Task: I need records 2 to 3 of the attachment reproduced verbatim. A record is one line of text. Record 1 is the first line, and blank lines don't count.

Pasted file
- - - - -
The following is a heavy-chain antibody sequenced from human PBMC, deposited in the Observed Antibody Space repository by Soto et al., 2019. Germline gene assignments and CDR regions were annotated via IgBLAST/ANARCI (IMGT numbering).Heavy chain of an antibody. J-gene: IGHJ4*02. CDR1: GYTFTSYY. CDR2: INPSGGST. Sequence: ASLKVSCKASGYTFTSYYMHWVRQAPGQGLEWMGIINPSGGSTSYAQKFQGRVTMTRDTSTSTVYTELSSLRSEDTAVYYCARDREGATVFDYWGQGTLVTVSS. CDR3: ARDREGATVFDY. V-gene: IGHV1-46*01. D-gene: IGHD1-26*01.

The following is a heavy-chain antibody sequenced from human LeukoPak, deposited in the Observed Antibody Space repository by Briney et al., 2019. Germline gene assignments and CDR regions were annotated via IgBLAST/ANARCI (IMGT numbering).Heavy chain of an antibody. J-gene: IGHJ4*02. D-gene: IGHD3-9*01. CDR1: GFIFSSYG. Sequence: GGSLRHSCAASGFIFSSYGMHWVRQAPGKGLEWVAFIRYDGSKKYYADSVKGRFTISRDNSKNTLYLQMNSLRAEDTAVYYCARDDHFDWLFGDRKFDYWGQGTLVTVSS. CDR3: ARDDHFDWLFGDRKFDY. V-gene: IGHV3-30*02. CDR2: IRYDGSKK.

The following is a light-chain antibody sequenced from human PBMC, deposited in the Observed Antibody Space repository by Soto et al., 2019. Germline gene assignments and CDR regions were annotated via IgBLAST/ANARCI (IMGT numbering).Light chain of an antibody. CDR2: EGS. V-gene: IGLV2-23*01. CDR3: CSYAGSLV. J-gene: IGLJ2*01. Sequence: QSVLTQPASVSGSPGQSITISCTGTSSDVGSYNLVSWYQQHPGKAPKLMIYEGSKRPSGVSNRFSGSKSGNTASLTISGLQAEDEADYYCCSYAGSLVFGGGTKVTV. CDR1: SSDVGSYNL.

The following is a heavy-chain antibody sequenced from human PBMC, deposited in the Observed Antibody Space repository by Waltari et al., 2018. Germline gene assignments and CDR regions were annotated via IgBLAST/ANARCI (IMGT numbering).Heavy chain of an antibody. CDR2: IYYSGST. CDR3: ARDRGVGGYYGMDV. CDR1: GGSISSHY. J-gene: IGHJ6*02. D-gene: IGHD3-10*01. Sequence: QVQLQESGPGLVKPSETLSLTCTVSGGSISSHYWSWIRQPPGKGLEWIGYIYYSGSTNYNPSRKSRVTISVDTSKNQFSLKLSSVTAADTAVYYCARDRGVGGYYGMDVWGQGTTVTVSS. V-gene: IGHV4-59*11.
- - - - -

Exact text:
The following is a heavy-chain antibody sequenced from human LeukoPak, deposited in the Observed Antibody Space repository by Briney et al., 2019. Germline gene assignments and CDR regions were annotated via IgBLAST/ANARCI (IMGT numbering).Heavy chain of an antibody. J-gene: IGHJ4*02. D-gene: IGHD3-9*01. CDR1: GFIFSSYG. Sequence: GGSLRHSCAASGFIFSSYGMHWVRQAPGKGLEWVAFIRYDGSKKYYADSVKGRFTISRDNSKNTLYLQMNSLRAEDTAVYYCARDDHFDWLFGDRKFDYWGQGTLVTVSS. CDR3: ARDDHFDWLFGDRKFDY. V-gene: IGHV3-30*02. CDR2: IRYDGSKK.

The following is a light-chain antibody sequenced from human PBMC, deposited in the Observed Antibody Space repository by Soto et al., 2019. Germline gene assignments and CDR regions were annotated via IgBLAST/ANARCI (IMGT numbering).Light chain of an antibody. CDR2: EGS. V-gene: IGLV2-23*01. CDR3: CSYAGSLV. J-gene: IGLJ2*01. Sequence: QSVLTQPASVSGSPGQSITISCTGTSSDVGSYNLVSWYQQHPGKAPKLMIYEGSKRPSGVSNRFSGSKSGNTASLTISGLQAEDEADYYCCSYAGSLVFGGGTKVTV. CDR1: SSDVGSYNL.